06 Nov @12:30

Demographic behaviour and the association between parents’ and children’s education

Speaker(s): John Ermisch

Date: 12:30 on Mon, 06 Nov 2017

Duration: 1.5 hours

Seminar Series: Lunchtime Seminars

Venue:
Seminar Room G, Manor Road Building,Manor Road, Oxford, OX1 3UQ

Abstract: Many studies have found a strong association between a person’s educational attainment and the education of their mother, father, or both. In this paper we aim to provide a comprehensive analysis of the demographic pathways that mediate the association between parents’ and children’s educational attainment in Great Britain. We focus on maternal education and ask how much of the better educational outcomes enjoyed by children of highly educated women can be accounted for by the different demographic behaviour of higher compared with less highly educated women. The demographic characteristics we study are assortative mating (the extent to which a woman’s education is associated with the education of her partner), age at first birth, family size, and family stability. Our analysis of British intergenerational data constructed from the British Housheold Panel Study uncovered three important mediating mechanisms through which mother’s degree status influences the chances her child obtains a degree. The most important is assortative mating, but later age at first birth also accounts for some of the positive association between mother’s and child’s degree status. The higher probability of separation among degree women works in the opposite direction—it dampens the average positive association between mother’s and child’s degree status.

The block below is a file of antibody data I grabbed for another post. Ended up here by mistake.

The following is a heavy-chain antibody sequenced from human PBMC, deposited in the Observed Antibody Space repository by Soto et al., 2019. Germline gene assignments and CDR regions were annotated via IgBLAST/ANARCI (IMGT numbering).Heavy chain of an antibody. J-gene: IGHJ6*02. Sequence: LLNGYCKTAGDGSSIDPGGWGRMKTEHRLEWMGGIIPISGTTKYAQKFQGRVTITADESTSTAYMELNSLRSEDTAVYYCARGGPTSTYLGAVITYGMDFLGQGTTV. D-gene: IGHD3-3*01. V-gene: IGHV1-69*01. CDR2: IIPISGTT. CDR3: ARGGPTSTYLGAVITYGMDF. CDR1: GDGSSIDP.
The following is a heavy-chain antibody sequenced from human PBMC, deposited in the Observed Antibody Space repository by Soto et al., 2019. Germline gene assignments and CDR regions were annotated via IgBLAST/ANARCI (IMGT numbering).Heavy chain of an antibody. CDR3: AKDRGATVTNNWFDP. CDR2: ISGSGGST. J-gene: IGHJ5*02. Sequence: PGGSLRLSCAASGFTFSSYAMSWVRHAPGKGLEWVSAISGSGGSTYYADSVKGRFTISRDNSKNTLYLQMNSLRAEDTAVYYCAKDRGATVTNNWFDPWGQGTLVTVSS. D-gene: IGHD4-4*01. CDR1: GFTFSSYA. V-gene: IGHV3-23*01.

John Ermisch’s research is concerned with the structure and dynamics of families and their interaction with wider society. His recent research has studied the allocation of resources within the family, the transmission of advantage across generations, non-marital childbearing, the interaction of child support and non-resident fathers' contact with their children, the impact of family ties on trust in strangers and the effect of fertility expectations on residential mobility. Currently he is studying the geographic proximity of parents to children and the effect of family ties on residential mobility, as well as the intergenerational transmission of social status from a prospective point of view. He is co-investigator for the ESRC-supported project called Life Course and Family Dynamics in a Comparative Perspective. It is a cross-national study involving partners from China, the Netherlands and Germany as well as the UK. A primary objective is to compare the dynamics of changes over the life course at four key stages: child development and schooling; the transition to adulthood; security, insecurity and well- being in midlife; and intergenerational support in later life. In addition, an equally important aim of the project is the creation of a harmonised, documented longitudinal dataset for the four countries